For the past 18 months, the biggest issue for our forecast has been tracking how the Canadian economy is adjusting to low resource prices. In the first instance, this has meant a big drop in investment spending, especially in the oil patch. It has also meant a lower value for the Canadian dollar and two interest rate cuts during 2015.
Our forecast in April saw the Canadian economy making its way back to full capacity during 2016 and 2017—a process that would see inflation sustainably at our target of 2 per cent by late next year. Without last year’s interest rate cuts, it would have taken much longer to have inflation return to target.
While the April projection was being developed, the Canadian economy appeared to be doing better than previously expected. However, our analysis suggested that we should not extrapolate that first-quarter surge in growth for the rest of the year—that some of the apparent strength represented a catch-up from a soft fourth quarter, and some other factors were probably temporary.
Accordingly, our April forecast anticipated a significant slowdown in growth for the second quarter and a decent pickup in the second half of the year, in part due to the government’s fiscal plan. Several risks played an important role in these discussions; I will now discuss four of the most important and consider how well the economic data have supported those judgments since April.
Risk 1: Stronger US economic growth
We might as well start with the most obvious risk—the outlook for US economic growth, which, of course, feeds directly into our recovery narrative for Canada’s non-resource economy.
When we were preparing our forecast in April, the US economy was showing signs of faster growth, but we were skeptical that it would be sustained. The fact is we had been disappointed too many times in the past. As in all such debates, however, there was a risk that we were being too conservative and would be surprised on the upside as things unfolded. This would, of course, have been welcome, because it would have meant more exports for Canada.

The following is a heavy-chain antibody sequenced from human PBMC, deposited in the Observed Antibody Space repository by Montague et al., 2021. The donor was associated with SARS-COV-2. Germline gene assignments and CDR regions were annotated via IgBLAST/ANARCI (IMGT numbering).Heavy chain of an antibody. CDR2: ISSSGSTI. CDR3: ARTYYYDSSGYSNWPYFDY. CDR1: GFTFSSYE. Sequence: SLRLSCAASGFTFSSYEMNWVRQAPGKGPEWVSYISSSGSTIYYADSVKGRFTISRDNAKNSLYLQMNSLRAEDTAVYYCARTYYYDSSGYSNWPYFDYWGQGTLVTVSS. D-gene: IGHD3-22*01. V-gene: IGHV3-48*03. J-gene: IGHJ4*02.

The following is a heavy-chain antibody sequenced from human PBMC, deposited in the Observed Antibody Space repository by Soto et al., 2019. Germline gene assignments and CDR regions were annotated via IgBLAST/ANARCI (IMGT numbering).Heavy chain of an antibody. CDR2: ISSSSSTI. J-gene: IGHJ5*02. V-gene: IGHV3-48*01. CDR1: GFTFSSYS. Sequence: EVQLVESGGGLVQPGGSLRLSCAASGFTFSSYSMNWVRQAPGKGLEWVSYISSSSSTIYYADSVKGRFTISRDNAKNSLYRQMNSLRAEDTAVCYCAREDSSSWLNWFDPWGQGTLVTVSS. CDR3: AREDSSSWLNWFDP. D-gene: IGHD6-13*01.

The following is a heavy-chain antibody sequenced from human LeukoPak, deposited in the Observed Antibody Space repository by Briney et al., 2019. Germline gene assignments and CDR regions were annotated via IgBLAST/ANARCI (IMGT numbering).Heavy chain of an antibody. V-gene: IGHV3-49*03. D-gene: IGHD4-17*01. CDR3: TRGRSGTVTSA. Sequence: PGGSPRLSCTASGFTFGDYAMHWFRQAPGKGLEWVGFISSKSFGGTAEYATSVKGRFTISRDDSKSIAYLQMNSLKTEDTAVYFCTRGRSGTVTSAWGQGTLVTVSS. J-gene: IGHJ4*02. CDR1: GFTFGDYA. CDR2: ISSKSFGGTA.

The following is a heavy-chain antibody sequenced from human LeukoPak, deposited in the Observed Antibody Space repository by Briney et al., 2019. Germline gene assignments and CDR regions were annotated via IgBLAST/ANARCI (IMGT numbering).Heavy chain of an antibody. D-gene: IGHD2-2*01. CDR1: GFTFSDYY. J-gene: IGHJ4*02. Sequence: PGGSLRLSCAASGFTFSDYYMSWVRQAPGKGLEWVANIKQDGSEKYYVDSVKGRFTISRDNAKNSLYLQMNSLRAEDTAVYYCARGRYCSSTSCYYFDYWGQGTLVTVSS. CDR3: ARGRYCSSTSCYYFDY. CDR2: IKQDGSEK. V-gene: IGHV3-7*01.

As it turned out, though, the first quarter in the United States was even softer than we had been expecting. US energy companies were cutting back on investment—much like they were in Canada—and US consumers slowed the growth of their spending.
But the second quarter is looking better for the United States. We’re seeing renewed strength in housing and auto sales, and consumer confidence is near a post-crisis high. America’s job market stumbled in the latest monthly report, but we don’t think this one month of data heralds a significant downshift in growth. Besides, some moderation in monthly employment gains and GDP growth is inevitable as the US economy approaches full employment.
So, after tilting a little to the downside early in the year, the balance of risks around the US outlook now appears to be reasonably close to our view in April. A full reassessment of this risk is being done now, for our next MPR in July.
Risk 2: Stronger Canadian exports
Generally speaking, a stronger US economy will mean more export sales for Canada. But in recent years this link has proven less reliable than in the past. Accordingly, the second forecast risk that has been preoccupying us is the possibility that our Canadian export forecast would again miss the mark.